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adult_spinal_deformity

Adult spinal deformity

Adult spinal deformity or adult degenerative scoliosis, is a broad term that refers to a wide spectrum of structural abnormalities of a mature spine.

This condition also goes by the name, “de novo” scoliosis. As the name implies, this variety begins in the adult patient due to degeneration of the discs, arthritis of the adjacent facet joints and collapse and wedging of the disc spaces.

It encompasses abnormality in the coronal plane (scoliosis) and sagittal imbalance.

Epidemiology

see Adult spinal deformity epidemiology.


A survey of neurosurgeon AANS membership assessed the deformity knowledge base and impact of current training, education, and practice experience to identify opportunities for improved education. Eleven questions developed and agreed upon by experienced spinal deformity surgeons tested ASD knowledge and were subgrouped into 5 categories:

1) radiology/spinopelvic alignment

2) health-related quality of life

3) surgical indications

4) operative technique

5) clinical evaluation.

Chi-square analysis was used to compare differences based on participant demographic characteristics (years of practice, spinal surgery fellowship training, percentage of practice comprising spinal surgery).

Responses were received from 1456 neurosurgeons. Of these respondents, 57% had practiced less than 10 years, 20% had completed a spine fellowship, and 32% devoted more than 75% of their practice to spine. The overall correct answer percentage was 42%. Radiology/spinal pelvic alignment questions had the lowest percentage of correct answers (38%), while clinical evaluation and surgical indications questions had the highest percentage (44%). More than 10 years in practice, completion of a spine fellowship, and more than 75% spine practice were associated with greater overall percentage correct (p < 0.001). More than 10 years in practice was significantly associated with increased percentage of correct answers in 4 of 5 categories. Spine fellowship and more than 75% spine practice were significantly associated with increased percentage correct in all categories. Interestingly, the highest error was seen in risk for postoperative coronal imbalance, with a very low rate of correct responses (15%) and not significantly improved with fellowship (18%, p = 0.08).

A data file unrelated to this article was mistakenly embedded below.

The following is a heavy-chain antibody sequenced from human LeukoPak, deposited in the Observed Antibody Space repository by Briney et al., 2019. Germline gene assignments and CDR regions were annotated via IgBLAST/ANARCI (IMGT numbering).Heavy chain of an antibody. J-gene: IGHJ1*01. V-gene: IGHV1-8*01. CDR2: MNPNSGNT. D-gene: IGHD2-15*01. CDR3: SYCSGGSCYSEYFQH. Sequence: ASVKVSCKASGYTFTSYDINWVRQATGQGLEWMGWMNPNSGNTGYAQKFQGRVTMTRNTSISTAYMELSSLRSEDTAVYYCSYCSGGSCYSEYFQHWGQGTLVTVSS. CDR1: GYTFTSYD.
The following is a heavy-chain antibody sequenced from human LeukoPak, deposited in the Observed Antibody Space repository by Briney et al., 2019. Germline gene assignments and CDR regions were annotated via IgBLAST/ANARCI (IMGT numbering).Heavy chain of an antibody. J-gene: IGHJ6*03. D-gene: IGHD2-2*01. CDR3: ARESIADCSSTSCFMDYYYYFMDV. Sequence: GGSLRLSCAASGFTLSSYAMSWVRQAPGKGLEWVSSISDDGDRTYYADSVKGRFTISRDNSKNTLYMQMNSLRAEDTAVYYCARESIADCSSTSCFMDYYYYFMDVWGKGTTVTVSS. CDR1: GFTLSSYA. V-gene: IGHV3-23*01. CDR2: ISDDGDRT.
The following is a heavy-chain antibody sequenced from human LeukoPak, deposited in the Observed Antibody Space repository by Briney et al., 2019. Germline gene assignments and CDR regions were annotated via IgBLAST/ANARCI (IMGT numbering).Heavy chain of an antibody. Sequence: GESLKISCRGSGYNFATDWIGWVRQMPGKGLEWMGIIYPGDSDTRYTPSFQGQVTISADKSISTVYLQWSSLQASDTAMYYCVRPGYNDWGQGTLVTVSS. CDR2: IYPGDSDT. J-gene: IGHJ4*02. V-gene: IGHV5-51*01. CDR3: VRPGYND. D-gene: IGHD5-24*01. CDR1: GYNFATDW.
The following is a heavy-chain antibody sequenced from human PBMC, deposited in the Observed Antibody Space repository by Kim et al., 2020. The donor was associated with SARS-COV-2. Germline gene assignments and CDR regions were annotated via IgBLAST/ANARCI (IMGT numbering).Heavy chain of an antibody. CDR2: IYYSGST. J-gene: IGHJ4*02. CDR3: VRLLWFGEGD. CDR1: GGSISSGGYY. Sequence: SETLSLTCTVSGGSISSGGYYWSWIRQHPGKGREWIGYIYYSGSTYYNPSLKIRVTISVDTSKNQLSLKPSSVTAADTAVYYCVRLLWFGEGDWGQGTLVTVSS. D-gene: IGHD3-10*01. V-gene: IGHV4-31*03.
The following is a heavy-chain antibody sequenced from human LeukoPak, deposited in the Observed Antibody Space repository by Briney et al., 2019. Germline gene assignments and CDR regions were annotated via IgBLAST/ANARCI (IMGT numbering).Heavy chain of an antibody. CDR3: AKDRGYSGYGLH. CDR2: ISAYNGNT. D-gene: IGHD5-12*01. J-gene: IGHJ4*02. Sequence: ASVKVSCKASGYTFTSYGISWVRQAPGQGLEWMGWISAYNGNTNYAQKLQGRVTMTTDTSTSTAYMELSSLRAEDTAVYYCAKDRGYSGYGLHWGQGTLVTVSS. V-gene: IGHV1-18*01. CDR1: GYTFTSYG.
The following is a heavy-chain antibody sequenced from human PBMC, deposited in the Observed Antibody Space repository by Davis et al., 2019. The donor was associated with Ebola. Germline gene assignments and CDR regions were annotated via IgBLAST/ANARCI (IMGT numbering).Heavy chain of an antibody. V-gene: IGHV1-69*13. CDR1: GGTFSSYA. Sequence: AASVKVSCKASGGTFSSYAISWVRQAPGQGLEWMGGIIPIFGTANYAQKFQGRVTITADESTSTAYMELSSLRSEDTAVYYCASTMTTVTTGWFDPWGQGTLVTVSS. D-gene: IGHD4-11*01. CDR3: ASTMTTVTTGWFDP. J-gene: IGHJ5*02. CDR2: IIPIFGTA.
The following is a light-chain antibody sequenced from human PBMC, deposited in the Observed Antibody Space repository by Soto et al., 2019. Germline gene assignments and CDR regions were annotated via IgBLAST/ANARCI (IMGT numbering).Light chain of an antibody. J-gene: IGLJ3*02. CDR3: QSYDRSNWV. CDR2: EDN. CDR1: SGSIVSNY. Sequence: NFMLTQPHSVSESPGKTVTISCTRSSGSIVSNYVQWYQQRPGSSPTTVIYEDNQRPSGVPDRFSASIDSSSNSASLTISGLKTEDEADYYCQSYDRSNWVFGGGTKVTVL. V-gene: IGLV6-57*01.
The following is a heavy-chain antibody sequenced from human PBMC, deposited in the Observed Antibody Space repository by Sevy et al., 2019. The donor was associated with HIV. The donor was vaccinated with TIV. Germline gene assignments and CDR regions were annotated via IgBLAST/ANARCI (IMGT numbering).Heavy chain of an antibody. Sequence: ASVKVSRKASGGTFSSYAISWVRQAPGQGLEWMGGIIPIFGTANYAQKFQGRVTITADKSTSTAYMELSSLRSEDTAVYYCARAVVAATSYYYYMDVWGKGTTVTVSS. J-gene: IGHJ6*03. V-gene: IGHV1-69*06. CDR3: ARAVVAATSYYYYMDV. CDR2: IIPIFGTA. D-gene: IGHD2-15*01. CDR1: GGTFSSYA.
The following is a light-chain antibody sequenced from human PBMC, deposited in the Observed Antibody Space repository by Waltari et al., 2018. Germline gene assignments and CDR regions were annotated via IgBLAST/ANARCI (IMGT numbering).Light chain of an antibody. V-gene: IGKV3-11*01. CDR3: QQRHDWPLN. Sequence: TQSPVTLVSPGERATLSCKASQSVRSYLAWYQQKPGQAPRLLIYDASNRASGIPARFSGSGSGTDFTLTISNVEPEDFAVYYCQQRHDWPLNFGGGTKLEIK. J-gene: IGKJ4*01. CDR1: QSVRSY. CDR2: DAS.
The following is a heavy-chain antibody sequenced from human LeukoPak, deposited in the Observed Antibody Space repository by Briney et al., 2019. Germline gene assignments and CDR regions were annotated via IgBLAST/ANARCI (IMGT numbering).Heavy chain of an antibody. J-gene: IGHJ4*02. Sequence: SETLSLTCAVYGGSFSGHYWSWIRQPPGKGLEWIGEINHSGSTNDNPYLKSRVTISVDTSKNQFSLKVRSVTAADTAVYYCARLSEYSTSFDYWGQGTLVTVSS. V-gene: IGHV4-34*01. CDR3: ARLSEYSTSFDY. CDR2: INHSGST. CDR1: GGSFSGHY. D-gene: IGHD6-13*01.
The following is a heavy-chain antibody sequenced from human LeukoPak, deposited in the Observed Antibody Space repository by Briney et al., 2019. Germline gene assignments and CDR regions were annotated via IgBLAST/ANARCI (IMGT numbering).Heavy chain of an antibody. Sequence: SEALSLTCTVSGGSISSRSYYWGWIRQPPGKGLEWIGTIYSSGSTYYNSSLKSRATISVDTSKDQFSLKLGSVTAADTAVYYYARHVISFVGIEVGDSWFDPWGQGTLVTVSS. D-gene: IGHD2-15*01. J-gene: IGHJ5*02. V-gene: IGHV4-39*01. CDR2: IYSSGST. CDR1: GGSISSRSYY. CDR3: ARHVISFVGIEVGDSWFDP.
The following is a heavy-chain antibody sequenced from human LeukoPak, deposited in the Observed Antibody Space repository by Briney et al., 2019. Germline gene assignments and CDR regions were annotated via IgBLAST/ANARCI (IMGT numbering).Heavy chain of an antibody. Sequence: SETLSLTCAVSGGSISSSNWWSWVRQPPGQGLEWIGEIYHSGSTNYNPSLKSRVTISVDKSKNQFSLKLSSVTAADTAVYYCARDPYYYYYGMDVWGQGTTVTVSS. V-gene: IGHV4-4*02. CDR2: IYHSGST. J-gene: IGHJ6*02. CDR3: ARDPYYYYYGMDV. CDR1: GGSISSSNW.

The results of this survey suggest that ASD knowledge could be improved in neurosurgery. Knowledge may be augmented with neurosurgical experience, spinal surgery fellowships, and spinal specialization.

Neurosurgical education should particularly focus on radiology/spinal pelvic alignment, especially pelvic obliquity and coronal imbalance and operative techniques for ASD 1).

Etiology

Clinical features

Diagnosis

There are few radiographic markers to predict presence of radiculopathy. Emerging data suggest that spondylolisthesis, obliquity, foraminal stenosis and curve concavity may be associated with radiculopathy in ADS.

Radiographs

Full length standing radiographs in both the coronal and sagittal plane that include all segments of the spine as well as the pelvis and hips are essential in the diagnostic evaluation of adults with spinal deformity. From such radiographs the segmental alignment, regional curvatures and global balance can be measured. Pelvic parameters such as pelvic incidence and pelvic tilt will also help define compensatory mechanisms of deformity. Focal imaging studies may be necessary to assess for instability (flexion-extension radiographs). Advanced imaging studies (i.e. MRI or CT myelography) may be needed to assess patients with lower extremity symptoms or other neurologic signs or symptoms.

Coronal deformity is usually less symptomatic than a sagittal deformity because there is less expenditure of energy and hence less effort to maintain upright posture. However, nerve root compression at the fractional curve or at the concave side of the main curve can give rise to debilitating radiculopathy.


Findings demonstrate significant variability in health-related quality-of-life measures and radiographic parameters between North American and Japanese patients, supporting the need for population-adjusted sagittal modifiers to more accurately classify deformity 2).

Treatment

Case series

1)
Clark AJ, Garcia RM, Keefe MK, Koski TR, Rosner MK, Smith JS, Cheng JS, Shaffrey CI, McCormick PC, Ames CP; , and the International Spine Study Group. Results of the AANS membership survey of adult spinal deformity knowledge: impact of training, practice experience, and assessment of potential areas for improved education. J Neurosurg Spine. 2014 Jul 18:1-8. [Epub ahead of print] PubMed PMID: 25036219.
2)
Ames C, Gammal I, Matsumoto M, Hosogane N, Smith JS, Protopsaltis T, Yamato Y, Matsuyama Y, Taneichi H, Lafage R, Ferrero E, Schwab FJ, Lafage V. Geographic and Ethnic Variations in Radiographic Disability Thresholds: Analysis of North American and Japanese Operative Adult Spinal Deformity Populations. Neurosurgery. 2016 Jun;78(6):793-801. doi: 10.1227/NEU.0000000000001184. PubMed PMID: 26692107.
adult_spinal_deformity.txt · Last modified: 2018/03/21 19:02 by administrador